Under the guise of public safety, law enforcement law and sentencing policies became stringent and tough on crime during the war on drug era. The results only served to increase incarceration rates. According to U.S. Prison Population Trends in 1972 there were roughly 330,000 people in prison and jail (2016) and according to Criminal Justice Facts by 2013 that number had mushroomed to 2.2 million people (n.d.). It was also noted that most of the growth in the prisoner population occurred in vulnerable populations and a disproportionate number of whom were black or Latino.
A more resent statistic shows that each year, approximately 240,000 status offenses are handled by juvenile courts (Neubauer & Fradella, 2014. 475). In addition, according to Ortega-Campos, García-García, Gil-Finoy, and Saldívar-Basurto (2013) a study of sanctionable antisocial behavior (S-ASB) showed that 25-9% of S-ASBs court cases were misdemeanors, 59.8% were non-violent cases, and 9% had precautionary measures (p. 7). An astonishing number of youth in the United States, amounting to more than 2 million, experience homelessness each year (Ferguson, Bender, Thompson, and Xie, 2012, p. 2). This amount includes youth who have left home for one or more nights without informing their parents or guardians, youth who have been told by their parents to leave, or youth who do not have a
The Significance of Eben In the book, Forge, by Laurie Halse Anderson, Eben is very important to Curzon and the plot of the book. As Curzon tries to survive in the Revolutionary War, Eben, one of Curzon’s closest friends, helps Curzon and Isabel escape from their owner despite the consequences. He portrays the racism and injustice that slaves receive because of their skin color as well. Although Eben and Curzon fight about Eben’s originally naive views about slaves, Eben is presented as a true friend in the mind of Curzon for everything that he does for him.
As the Martin Luther King Jr. Memorial Library celebrates Black History Month, it is being thrust to the forefront of the homelessness crisis. The public landmark is morphing into a safe haven for the homeless seeking refuge and shelter, particularly since affordable city housing has decreased. This year, the hub of all Washington D.C’s public libraries, located in the heart of Chinatown, is hosting a series of events throughout Black History Month, highlighting African American culture and honoring the lives and legacies of civil rights activists who helped improve social, economic and educational conditions for all African Americans in the United States. The Martin Luther King Jr. Memorial Library provides the public with numerous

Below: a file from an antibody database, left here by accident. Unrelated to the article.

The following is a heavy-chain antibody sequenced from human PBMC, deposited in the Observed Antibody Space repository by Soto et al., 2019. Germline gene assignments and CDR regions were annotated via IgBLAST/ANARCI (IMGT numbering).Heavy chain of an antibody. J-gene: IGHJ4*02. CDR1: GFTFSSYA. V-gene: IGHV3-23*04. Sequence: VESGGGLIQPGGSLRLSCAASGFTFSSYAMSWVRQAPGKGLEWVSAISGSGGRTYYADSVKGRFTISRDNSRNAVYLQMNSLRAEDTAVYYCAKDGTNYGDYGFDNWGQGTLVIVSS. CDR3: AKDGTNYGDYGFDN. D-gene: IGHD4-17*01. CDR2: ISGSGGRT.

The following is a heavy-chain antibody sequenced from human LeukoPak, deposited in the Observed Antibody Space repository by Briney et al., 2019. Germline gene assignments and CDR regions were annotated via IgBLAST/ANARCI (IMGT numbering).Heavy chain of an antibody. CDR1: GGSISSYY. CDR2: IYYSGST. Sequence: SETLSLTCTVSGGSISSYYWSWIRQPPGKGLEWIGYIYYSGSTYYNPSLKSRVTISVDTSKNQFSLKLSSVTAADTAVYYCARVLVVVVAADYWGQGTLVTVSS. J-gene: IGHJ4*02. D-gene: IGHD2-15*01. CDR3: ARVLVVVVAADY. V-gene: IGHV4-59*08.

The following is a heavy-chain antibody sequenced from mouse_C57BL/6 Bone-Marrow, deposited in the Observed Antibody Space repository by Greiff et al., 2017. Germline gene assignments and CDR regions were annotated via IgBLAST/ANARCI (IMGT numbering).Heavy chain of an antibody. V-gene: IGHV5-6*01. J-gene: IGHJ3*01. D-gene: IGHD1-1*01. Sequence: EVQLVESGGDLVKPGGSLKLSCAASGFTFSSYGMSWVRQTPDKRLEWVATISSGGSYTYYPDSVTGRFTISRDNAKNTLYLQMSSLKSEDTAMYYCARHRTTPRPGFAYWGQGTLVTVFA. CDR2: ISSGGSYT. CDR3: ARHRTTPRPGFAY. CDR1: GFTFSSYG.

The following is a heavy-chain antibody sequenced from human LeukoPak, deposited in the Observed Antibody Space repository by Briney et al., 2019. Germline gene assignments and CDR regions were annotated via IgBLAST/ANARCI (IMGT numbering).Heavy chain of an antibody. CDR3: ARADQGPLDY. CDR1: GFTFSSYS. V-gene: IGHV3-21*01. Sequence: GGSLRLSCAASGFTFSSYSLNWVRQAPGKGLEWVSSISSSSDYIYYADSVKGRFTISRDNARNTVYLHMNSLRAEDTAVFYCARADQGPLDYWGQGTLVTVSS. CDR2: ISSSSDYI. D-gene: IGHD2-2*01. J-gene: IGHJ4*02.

Around 1830, the number of homeless children in New York City suddenly grew. By 1850, there were an estimated 30,000 homeless children living on the streets of New York City. At the time, New York City’s population was only 500,000. This increase in homeless children was due to many things. Some children living on the streets were orphans due to their parents dying from diseases, others had parents that just couldn’t take care of them for a multitude of reasons.
“1 out of every 100 persons in Europe- or approximately 3 million people [are] homeless,” (Blair 21) states Cornelia Blair, the author of Homeless in America. Not only is this number extremely high, it only accounts to one country; Imagine the number across all 136 countries scattered across the Earth. And the homeless population is constantly on the rise, creating a fear for many who live dangerously close to losing everything. Homelessness is a predicament that affects all people, old and young, and can last from as little as a few days to as long as the rest of their lives. It is a serious problem caused by low income, domestic violence and abuse, and lack of Veteran care, but can be amended by child sponsorships, help from the government,
Homelessness is very real in the United states with 3.5 million Americans left without a place to call home each year. There is a strong stigma against homeless individuals who are seen as chronic and episodic, but in reality, those seen living on the streets in downtown areas of cities are families with children. The vast majority have been thrust into homelessness through a life altering situation that was unexpected and unplanned for. One of the harsh realities is that homeless individuals and families tend to come from communities of concentrated poverty. Many factors lead to pushing people onto the streets and occasionally, these same factors can be the reason they stay homeless.